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Cisco invests in OpenStack company

Participates in $8 million round for Piston Cloud

By Jim Duffy on Tue, 02/05/13 - 3:12pm.

Cisco has helped fund an $8 million Series B round for Piston Cloud Computing, which is developing OpenStack cloud computing orchestration systems for enterprises.  Other funders include Data Collective, Swisscom Ventures, Divergent Ventures, Hummer Winblad and True Ventures.

The funding will be used for product development, customer engagement and to assist in "mass adoption" of OpenStack. Piston Cloud closed a $4.5 million Series A round in July 2011.

[THIS CLOUD STUFF IS EASY! Piston Cloud has made the tough private cloud decisions for you]

The company's flagship product is Piston Enterprise OpenStack, which is software for building and managing a private Infrastructure-as-a-Service cloud on bare-metal, commodity hardware. The company also offers an OpenStack-based Virtual Desktop Infrastructure product through a licensing agreement with Gridcentric, the virtualization optimization company.

Piston Enterprise OpenStack also features integration with VMware's Cloud Foundry, an open source Platform-as-a-Service (PaaS) offering, to enable that allows Cloud Foundry PaaS to run on OpenStack; and support for Opscode, Puppet Labs and RightScale automation systems. This allows Piston Cloud customers to automate the tasks necessary to manage applications within their private clouds, the company says.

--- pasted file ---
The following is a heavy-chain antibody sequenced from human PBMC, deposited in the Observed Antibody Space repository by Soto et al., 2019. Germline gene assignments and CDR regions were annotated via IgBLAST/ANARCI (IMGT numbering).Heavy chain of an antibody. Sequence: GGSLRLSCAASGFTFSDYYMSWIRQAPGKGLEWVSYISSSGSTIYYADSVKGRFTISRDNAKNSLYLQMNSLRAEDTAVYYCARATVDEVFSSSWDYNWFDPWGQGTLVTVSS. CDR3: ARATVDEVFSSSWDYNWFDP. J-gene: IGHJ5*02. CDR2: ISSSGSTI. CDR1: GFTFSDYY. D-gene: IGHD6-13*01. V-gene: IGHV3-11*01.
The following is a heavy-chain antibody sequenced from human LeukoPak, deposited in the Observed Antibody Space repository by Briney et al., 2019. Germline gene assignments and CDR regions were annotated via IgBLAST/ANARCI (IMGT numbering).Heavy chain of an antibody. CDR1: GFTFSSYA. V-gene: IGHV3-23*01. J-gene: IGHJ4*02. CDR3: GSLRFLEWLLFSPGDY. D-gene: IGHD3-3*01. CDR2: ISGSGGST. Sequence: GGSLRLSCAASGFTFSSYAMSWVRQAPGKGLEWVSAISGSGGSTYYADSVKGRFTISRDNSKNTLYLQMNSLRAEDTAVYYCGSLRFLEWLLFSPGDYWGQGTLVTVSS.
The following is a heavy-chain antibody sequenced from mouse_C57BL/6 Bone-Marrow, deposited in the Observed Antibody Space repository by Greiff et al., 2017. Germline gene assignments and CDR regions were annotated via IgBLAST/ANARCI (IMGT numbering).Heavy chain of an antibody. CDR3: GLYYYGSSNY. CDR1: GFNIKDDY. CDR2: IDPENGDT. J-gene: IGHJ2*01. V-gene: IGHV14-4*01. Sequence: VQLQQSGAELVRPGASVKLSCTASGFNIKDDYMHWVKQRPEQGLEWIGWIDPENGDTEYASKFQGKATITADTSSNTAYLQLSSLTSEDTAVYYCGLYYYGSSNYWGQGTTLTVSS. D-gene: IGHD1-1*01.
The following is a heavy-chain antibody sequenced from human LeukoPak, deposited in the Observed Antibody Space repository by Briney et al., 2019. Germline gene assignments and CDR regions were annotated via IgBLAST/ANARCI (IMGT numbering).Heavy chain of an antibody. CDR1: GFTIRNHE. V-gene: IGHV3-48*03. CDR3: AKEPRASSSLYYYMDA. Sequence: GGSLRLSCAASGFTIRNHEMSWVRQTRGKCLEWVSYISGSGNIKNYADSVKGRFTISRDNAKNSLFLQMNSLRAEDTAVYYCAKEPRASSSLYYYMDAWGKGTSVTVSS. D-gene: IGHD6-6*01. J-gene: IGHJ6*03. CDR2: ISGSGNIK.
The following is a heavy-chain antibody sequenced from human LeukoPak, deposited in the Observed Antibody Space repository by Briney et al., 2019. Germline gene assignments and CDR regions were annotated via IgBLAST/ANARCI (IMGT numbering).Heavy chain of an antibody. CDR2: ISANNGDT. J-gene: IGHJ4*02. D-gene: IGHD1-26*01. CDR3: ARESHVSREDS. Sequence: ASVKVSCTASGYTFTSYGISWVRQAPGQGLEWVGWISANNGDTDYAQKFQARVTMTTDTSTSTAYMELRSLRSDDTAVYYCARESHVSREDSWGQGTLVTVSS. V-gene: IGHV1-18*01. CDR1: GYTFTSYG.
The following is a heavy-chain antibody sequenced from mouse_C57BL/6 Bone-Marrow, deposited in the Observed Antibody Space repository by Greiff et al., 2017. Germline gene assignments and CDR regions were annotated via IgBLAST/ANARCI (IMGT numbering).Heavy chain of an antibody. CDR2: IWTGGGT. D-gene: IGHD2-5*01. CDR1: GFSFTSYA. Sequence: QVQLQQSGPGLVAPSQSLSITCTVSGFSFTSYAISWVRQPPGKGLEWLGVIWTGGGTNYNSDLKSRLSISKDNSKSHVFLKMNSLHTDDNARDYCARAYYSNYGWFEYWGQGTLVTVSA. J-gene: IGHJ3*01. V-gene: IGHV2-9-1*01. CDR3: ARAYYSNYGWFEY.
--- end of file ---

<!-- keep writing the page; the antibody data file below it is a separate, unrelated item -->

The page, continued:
That Piston Cloud and VMware entered into a union to develop the Cloud Foundry/OpenStack PaaS link was unlikely. A year ago, Piston Cloud antagonized VMware when it launched Piston Enterprise.

But VMware did the same to longtime partner Cisco when it acquired Nicira. Cisco might be returning the taunts with its Piston Cloud investment, an equity stake in Parallels, which makes desktop and server virtualization software, and the release of its own edition of OpenStack.

Combine all that with Cisco's increasingly broadening support for non-VMware hypervisors and you can surmise that Cisco is assembling all of the piece parts for a non-VMware virtualization solution - even as the two must uncomfortably co-exist and cooperate for the sake of their joint customers.

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